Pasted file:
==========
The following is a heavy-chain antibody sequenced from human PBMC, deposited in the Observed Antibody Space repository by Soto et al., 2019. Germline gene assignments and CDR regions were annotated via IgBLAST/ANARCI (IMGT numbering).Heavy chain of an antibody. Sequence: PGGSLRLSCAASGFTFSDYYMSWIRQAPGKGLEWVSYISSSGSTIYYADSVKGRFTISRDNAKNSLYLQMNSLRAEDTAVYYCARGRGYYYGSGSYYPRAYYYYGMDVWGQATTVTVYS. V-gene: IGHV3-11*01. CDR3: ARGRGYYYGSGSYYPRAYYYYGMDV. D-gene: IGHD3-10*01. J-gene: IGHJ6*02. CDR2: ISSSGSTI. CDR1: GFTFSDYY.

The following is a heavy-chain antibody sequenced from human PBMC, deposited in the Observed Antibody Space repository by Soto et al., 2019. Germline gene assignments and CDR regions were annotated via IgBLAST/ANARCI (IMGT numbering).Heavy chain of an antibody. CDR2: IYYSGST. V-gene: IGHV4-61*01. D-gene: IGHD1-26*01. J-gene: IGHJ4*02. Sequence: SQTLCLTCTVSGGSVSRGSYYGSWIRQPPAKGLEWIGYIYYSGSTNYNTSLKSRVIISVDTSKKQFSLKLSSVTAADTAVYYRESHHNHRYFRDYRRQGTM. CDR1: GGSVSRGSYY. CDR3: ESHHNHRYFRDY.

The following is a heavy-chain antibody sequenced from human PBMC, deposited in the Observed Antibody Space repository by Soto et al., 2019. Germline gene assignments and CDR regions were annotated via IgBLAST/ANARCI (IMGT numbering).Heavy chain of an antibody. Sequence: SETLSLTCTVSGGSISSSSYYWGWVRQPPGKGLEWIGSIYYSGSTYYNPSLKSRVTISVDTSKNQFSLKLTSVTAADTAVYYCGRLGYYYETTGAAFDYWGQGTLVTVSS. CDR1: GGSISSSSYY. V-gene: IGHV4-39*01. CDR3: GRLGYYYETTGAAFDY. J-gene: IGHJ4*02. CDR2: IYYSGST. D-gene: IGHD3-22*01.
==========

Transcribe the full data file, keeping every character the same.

The following is a heavy-chain antibody sequenced from human PBMC, deposited in the Observed Antibody Space repository by Soto et al., 2019. Germline gene assignments and CDR regions were annotated via IgBLAST/ANARCI (IMGT numbering).Heavy chain of an antibody. Sequence: PGGSLRLSCAASGFTFSDYYMSWIRQAPGKGLEWVSYISSSGSTIYYADSVKGRFTISRDNAKNSLYLQMNSLRAEDTAVYYCARGRGYYYGSGSYYPRAYYYYGMDVWGQATTVTVYS. V-gene: IGHV3-11*01. CDR3: ARGRGYYYGSGSYYPRAYYYYGMDV. D-gene: IGHD3-10*01. J-gene: IGHJ6*02. CDR2: ISSSGSTI. CDR1: GFTFSDYY.

The following is a heavy-chain antibody sequenced from human PBMC, deposited in the Observed Antibody Space repository by Soto et al., 2019. Germline gene assignments and CDR regions were annotated via IgBLAST/ANARCI (IMGT numbering).Heavy chain of an antibody. CDR2: IYYSGST. V-gene: IGHV4-61*01. D-gene: IGHD1-26*01. J-gene: IGHJ4*02. Sequence: SQTLCLTCTVSGGSVSRGSYYGSWIRQPPAKGLEWIGYIYYSGSTNYNTSLKSRVIISVDTSKKQFSLKLSSVTAADTAVYYRESHHNHRYFRDYRRQGTM. CDR1: GGSVSRGSYY. CDR3: ESHHNHRYFRDY.

The following is a heavy-chain antibody sequenced from human PBMC, deposited in the Observed Antibody Space repository by Soto et al., 2019. Germline gene assignments and CDR regions were annotated via IgBLAST/ANARCI (IMGT numbering).Heavy chain of an antibody. Sequence: SETLSLTCTVSGGSISSSSYYWGWVRQPPGKGLEWIGSIYYSGSTYYNPSLKSRVTISVDTSKNQFSLKLTSVTAADTAVYYCGRLGYYYETTGAAFDYWGQGTLVTVSS. CDR1: GGSISSSSYY. V-gene: IGHV4-39*01. CDR3: GRLGYYYETTGAAFDY. J-gene: IGHJ4*02. CDR2: IYYSGST. D-gene: IGHD3-22*01.